“The ill success it hath had these very many years, being no more increased, where the increasings of God are great,” &c.
As it is always safer to proceed by the causes and reasons of things, than by their events and success, so especially is this rule of use in the case of religion, whose way, as it is in itself narrow and found by few, how much more being straitened by the fiery persecutions of the wicked world.
Indeed the Church of England hath advantage of us, and, as I suppose, of all the churches in the world for monstrous speedy growth, and increase, for that of a synagogue of Satan consisting of popish idolaters, and cruel murderers of the saints, it grew from top to toe into a true and entire body of Christ, of a sudden and before the greatest part of it so much as heard the gospel preached in any measure for their conversion,
But consider herein Mr. B. dealing: he spares no ungodly means in this his book, and otherwise, by slandering our persons, by falsifying our opinions, by exaggerating our infirmities, by incensing the magistrate against us, to suppress us, and yet reproacheth us because we grow no faster: dealing with us much what as the Jews did with Christ when they blindfolded him first, and then bade him prophesy who smote him. Luke xxii. 64.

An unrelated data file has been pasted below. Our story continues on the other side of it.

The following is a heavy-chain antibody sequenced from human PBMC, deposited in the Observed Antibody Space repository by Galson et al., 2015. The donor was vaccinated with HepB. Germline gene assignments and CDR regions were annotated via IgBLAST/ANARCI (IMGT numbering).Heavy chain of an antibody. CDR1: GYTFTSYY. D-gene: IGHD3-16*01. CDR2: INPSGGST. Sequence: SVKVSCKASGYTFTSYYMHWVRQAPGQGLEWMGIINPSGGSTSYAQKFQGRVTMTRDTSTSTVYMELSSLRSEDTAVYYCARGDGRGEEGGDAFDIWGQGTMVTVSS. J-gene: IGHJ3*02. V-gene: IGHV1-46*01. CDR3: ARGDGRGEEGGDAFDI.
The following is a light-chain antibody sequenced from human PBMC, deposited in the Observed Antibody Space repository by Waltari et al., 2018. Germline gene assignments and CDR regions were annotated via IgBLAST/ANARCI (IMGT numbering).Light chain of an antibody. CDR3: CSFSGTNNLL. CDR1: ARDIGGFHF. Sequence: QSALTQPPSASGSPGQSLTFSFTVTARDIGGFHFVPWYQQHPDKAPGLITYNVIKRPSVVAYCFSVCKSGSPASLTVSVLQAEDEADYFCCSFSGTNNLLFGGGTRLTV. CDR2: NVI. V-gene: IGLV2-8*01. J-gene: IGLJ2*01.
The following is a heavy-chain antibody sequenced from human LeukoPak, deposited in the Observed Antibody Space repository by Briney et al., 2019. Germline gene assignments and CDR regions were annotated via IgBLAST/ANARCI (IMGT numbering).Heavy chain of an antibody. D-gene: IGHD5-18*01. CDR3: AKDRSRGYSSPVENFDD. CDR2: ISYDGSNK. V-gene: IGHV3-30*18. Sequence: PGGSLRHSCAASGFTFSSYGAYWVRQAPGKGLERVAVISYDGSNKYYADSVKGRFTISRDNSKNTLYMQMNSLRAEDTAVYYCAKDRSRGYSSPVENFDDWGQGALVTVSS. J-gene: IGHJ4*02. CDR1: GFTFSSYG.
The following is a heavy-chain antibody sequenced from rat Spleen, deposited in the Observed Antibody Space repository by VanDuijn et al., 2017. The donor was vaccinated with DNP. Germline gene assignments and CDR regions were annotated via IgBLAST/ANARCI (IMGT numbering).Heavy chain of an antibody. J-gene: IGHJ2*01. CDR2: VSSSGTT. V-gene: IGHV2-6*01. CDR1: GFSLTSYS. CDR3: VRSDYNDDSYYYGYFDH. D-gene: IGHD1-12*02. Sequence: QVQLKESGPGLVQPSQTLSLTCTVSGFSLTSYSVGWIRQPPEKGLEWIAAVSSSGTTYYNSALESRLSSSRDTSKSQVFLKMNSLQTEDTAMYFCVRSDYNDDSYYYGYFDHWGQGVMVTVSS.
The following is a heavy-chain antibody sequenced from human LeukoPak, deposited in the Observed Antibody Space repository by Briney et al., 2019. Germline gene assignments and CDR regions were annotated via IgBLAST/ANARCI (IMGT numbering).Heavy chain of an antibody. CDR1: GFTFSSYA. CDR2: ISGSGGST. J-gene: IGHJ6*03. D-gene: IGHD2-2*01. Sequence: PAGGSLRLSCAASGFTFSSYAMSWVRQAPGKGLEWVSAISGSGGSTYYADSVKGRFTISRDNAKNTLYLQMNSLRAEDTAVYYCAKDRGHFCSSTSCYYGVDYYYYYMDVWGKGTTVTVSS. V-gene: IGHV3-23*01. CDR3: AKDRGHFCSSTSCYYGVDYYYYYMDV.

But let it he as Mr. B. would have it, that the cause of religion is to be measured by the multitude of them that profess it, yet must it further be considered, that religion is not always sown and reaped in one age: “one soweth and another reapeth.” John iv. 37. John Huss and Jerome of Prague finished their testimony in Bohemia, and at Constance, a hundred years before Luther; and Wickliffe in England well nigh as long before them, and yet neither the one nor the other with the like success unto Luther.
And the many that are already gathered by the mercy of God into the kingdom of his Son Jesus, and the nearness of many more through the whole land, for the regions are white unto the harvest, do promise within less than an hundred years, if our sins and theirs make not us and them unworthy of this mercy, a very plenteous harvest.
That we have been, here and there, up and down, without sure footing, is our portion in this present evil world, common to us with the more worthy servants of God going before us, who have wandered in wildernesses and mountains and dens and caves of the earth. Heb. xi. 38.